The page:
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Review: Tschick (2016)

Maik (Tristan Gˆbel) und Tschick (Anand Batbileg) auf dem geklauten Lada

Directed by: Fatih Akin | 93 minutes | comedy, drama, family | Actors: Anand Batbileg, Nicole Mercedes Müller, Tristan Göbel, Aniya Wendel, Justina Humpf, Paul Busche, Jerome Hirthammer, Max Kluge, Udo Samel, Anja Schneider, Nadine Dubois, Henning Peker, Uwe Bohm,

Wolfgang Herrndorf (1965-2013) started his career as a cartoonist and illustrator. From 2002 he also wrote novels. The German author achieved his greatest commercial success with the youth novel ‘Tschick’ from 2010, about two fourteen-year-old misfits who steal an old Lada and drive through East Germany for a summer. For inspiration, Herrndorf reread the books he himself devoured when he was young – including ‘Lord of the Flies’ and ‘Huckleberry Finn’ – to find out if those stories were really as good as he remembered. “But also because I wanted to experience who I was as a twelve-year-old. I soon realized that those books had three things in common. The adult closest to the protagonist soon no longer plays a significant role, a long journey is made and there is a lot of water. With those elements I tried to make a more or less realistic childhood story. Sailing on the Elbe in a boat sounded ridiculous and shipwrecked people are no longer of this time. All I could think of was something with a car. Two guys steal a car. There is no water involved, but I made up the plot in a few minutes. ”

‘Tschick’ is all about fourteen-year-old Maik Klingenberg (Tristan Göbel), an outcast who is called ‘Psycho’ by his classmates. He secretly dreams of the most beautiful girl in the class, but this Tatiana (Aniya Wendel) does not even notice him. It is equally bleak at home; Although he has a good relationship with his mother (Anja Schneider), her bond with the vodka is stronger. Every summer she goes to a ‘beauty farm’ to rehab. His father (Uwe Bohm) is a property developer, but things are not going as well as he would like. Whether it’s because of this that he’s a nasty man, or if it’s simply his character, we don’t know. But Maik is of no use to him. His colorless life is completely turned upside down with the arrival of a new classmate, the immigrant Andrej (Anand Batbileg), who comes from a distant Russian place, and is called ‘Tschick’ because of his unpronounceable surname. A tall lank with weird hair and unsightly clothes that smells of liquor and shows up at school drunk – or at least tipsy.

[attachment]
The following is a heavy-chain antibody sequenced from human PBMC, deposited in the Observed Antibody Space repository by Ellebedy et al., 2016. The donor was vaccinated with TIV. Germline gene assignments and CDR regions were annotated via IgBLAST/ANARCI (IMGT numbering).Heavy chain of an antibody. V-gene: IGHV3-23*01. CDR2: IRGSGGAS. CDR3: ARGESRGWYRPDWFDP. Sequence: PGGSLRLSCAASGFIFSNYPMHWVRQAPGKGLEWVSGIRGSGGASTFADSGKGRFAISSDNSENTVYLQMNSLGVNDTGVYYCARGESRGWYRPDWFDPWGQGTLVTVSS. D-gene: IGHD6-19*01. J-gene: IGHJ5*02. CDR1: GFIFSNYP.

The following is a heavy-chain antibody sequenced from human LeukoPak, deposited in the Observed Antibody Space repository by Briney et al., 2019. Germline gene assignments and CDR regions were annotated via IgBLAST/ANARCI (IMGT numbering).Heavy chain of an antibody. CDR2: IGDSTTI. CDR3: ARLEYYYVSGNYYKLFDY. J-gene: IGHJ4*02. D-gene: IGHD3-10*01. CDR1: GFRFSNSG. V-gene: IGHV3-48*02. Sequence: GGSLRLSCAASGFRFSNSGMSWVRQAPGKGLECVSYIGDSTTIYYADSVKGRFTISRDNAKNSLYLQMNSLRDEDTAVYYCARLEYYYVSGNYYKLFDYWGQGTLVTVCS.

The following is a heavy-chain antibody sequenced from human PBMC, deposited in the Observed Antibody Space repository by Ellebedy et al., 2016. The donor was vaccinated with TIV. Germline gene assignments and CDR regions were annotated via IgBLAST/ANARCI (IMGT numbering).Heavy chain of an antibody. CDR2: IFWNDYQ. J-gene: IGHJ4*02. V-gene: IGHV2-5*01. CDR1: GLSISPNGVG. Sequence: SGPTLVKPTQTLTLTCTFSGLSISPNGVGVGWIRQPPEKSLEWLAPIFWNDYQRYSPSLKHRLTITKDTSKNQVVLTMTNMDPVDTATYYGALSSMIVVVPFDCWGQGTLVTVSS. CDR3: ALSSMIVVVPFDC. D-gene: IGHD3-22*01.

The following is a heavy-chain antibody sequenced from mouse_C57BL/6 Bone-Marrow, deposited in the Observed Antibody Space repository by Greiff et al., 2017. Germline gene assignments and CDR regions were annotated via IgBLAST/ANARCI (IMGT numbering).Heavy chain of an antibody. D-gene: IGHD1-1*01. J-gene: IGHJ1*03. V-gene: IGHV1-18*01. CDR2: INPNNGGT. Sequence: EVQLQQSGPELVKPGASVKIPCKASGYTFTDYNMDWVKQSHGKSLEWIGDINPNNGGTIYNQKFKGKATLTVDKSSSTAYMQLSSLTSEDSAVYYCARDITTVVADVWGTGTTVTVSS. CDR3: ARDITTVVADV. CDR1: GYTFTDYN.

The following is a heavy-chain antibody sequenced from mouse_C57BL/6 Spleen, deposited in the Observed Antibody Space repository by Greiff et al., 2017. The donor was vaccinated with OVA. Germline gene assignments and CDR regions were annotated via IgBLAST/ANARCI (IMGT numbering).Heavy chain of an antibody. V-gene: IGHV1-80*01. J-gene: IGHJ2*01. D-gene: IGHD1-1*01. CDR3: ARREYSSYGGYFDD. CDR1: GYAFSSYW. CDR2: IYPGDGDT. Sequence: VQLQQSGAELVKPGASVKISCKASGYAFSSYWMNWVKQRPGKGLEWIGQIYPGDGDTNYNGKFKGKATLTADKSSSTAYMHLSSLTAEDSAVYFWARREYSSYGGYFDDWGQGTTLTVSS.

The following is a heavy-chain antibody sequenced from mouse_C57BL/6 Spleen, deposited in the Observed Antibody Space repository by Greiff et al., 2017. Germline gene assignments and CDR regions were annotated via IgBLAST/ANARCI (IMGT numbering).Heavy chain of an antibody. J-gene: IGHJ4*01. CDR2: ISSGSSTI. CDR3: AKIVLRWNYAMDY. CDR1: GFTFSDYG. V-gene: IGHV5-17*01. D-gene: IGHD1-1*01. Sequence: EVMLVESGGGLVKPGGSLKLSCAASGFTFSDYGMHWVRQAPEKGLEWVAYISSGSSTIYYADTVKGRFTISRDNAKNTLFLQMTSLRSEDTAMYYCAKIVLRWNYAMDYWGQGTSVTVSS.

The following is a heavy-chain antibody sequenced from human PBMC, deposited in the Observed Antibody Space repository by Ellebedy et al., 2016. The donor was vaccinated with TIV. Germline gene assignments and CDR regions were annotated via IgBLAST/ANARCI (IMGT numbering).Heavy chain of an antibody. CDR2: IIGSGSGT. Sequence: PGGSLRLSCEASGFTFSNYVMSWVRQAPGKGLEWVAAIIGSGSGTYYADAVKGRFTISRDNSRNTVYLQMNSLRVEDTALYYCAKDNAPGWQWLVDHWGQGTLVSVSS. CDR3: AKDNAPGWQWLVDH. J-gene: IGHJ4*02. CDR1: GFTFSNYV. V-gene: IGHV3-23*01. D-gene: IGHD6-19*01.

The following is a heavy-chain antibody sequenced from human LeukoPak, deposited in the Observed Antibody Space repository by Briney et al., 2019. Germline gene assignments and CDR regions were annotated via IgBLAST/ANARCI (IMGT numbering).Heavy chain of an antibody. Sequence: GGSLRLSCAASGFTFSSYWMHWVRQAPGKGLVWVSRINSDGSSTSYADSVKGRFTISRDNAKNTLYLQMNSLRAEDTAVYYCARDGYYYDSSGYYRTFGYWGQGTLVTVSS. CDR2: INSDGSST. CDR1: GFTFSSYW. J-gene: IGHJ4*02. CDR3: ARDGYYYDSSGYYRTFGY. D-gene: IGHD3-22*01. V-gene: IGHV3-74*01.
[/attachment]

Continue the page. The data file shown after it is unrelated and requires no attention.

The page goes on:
Not exactly the friend Maik had in mind, and at first he doesn’t like him. But when the summer vacation comes, and Maik’s parents leave for an indefinite period (mother to the ‘beauty farm’, father on a trip with a very young female ‘colleague’), Tschick suddenly arrives at Maik’s door with a stolen light blue Lada. Instead of moping about being the only two classmates not invited to Tatiana’s birthday party, they decide to go for a drive. They experience all kinds of things along the way – they end up in a corn field and among the cows, they are treated to a meal in an idyllic village and they have a fight with the local police officer. But above all, a special friendship arises, not only with each other, but also with another outsider, the homeless girl Isa (Mercedes Müller), who is on her way to her sister in the Czech Republic. Maik doesn’t care about Tatiana for the entire vacation. Even when he and Tschick have an accident and are called to the court by the juvenile judge, he speaks of ‘the best summer ever’.

An aggressive brain tumor was discovered at Hernndorf in 2010; three years later he decided to outsmart his illness and took his own life. He can still agree to the scenario that Lars Hubrich made, but saw the adaptation of his youth novel no longer premiere. None other than Fatih Akin, the multi-award-winning director of films such as ‘Gegen die Wand’ (2004) and ‘Auf die andere Seite’ (2007) who knows how to deal with themes such as searching for your identity and developing (unusual friendships, was attracted to take the director’s chair. The result is a warm, funny and entertaining film, which, thanks to its universal themes, will appeal to people of all ages. The acting is fine, the locations beautiful and summery, the film has a nice tempo and a varied soundtrack (hilarious running gag is Richard Klaydermann’s cassette tape in the Lada!). Yet there is a critical note: where Akin’s films usually go into depth, ‘Tschick’ unfortunately remains too much on the surface. The themes of loneliness and homosexuality are touched upon, but no more than that. Just like the adventures that Maik and Tschick experience, they remain innocent pinpricks, which are neatly worked out within the lines. It makes the film more accessible to a younger audience, but at the same time also quite solid – typically German. Unfortunately, ‘Tschick’ remains too much on the surface. The themes of loneliness and homosexuality are touched upon, but no more than that. Just like the adventures that Maik and Tschick experience, they remain innocent pinpricks, which are neatly worked out within the lines. It makes the film more accessible to a younger audience, but at the same time also quite solid – typically German. Unfortunately, ‘Tschick’ remains too much on the surface. The themes of loneliness and homosexuality are touched upon, but no more than that. Just like the adventures that Maik and Tschick experience, they remain innocent pinpricks, which are neatly worked out within the lines. It makes the film more accessible to a younger audience, but at the same time also quite solid – typically German.

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